Identification of HSTS (HTTP Strict Transport Security) Misconfiguration

Identifying HTTP Strict Transport Security (HSTS) misconfigurations involves examining how HSTS headers are implemented and enforced within web applications. HSTS is a security mechanism that instructs web browsers to only interact with a website over HTTPS, reducing the risk of protocol downgrade attacks and man-in-the-middle attacks. Here's how you can identify HSTS misconfigurations:


  1. Reviewing HTTP Response Headers: Inspect the HTTP response headers returned by the server to see if the Strict-Transport-Security header is present. This header is used to enable HSTS.
  2. Checking HSTS Policy Settings: Verify the settings of the Strict-Transport-Security header to ensure they are configured correctly. Pay attention to the max-age directive, which specifies the duration (in seconds) for which the browser should enforce HTTPS.
  3. Testing HSTS Preload Status: Check if the website is included in the HSTS preload list maintained by browsers. Websites included in this list are hardcoded into browsers to always enforce HTTPS, providing an additional layer of protection.
  4. Analyzing HSTS Header Presence: Determine if the HSTS header is present on all secure endpoints of the website, including subdomains. HSTS should be enabled for the entire domain to prevent potential vulnerabilities.
  5. Testing for Header Overriding: Test if the HSTS header can be overridden by subsequent responses or by user-controllable input. Proper HSTS configuration should prevent header manipulation by attackers.
  6. Verifying HTTPS Redirection: Ensure that HTTP requests are automatically redirected to HTTPS to enforce the use of secure connections. HSTS should complement HTTPS redirection to provide comprehensive protection against downgrade attacks.


  • Example 1: During testing, a penetration tester discovers that the website does not include the Strict-Transport-Security header in its HTTP responses. This exposes the website to potential protocol downgrade attacks and SSL-stripping attacks.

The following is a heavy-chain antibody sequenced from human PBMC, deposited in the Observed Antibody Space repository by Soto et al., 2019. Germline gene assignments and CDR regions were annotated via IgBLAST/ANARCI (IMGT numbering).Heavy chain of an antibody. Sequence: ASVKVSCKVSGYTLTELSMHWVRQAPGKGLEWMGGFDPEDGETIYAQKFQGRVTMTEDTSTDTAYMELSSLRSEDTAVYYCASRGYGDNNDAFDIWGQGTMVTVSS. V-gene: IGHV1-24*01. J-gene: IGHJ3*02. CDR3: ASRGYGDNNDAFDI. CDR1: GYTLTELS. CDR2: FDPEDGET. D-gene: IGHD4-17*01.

• Example 2: The tester finds that the website includes the Strict-Transport-Security header with a short max-age value (e.g., 3600 seconds). This short duration increases the risk of attackers being able to execute downgrade attacks once the HSTS policy expires.


  1. Enable HSTS: Configure the server to include the Strict-Transport-Security header in HTTP responses with a sufficiently long max-age value to enforce HTTPS connections.
  2. Include Subdomains: If applicable, include the includeSubDomains directive in the HSTS header to enforce HTTPS for all subdomains of the website.
  3. Preload Status: Submit the website to the HSTS preload list maintained by browsers to ensure that it is always accessed over HTTPS, even by users who have never visited the site before.
  4. Redirection to HTTPS: Implement automatic redirection from HTTP to HTTPS for all incoming requests to ensure that users always access the website securely.
  5. Regular Testing: Conduct regular security assessments to verify the effectiveness of HSTS implementation and to identify any misconfigurations or weaknesses.

By identifying and addressing HSTS misconfigurations, organizations can enhance the security of their web applications and protect users from potential security risks associated with insecure HTTP connections.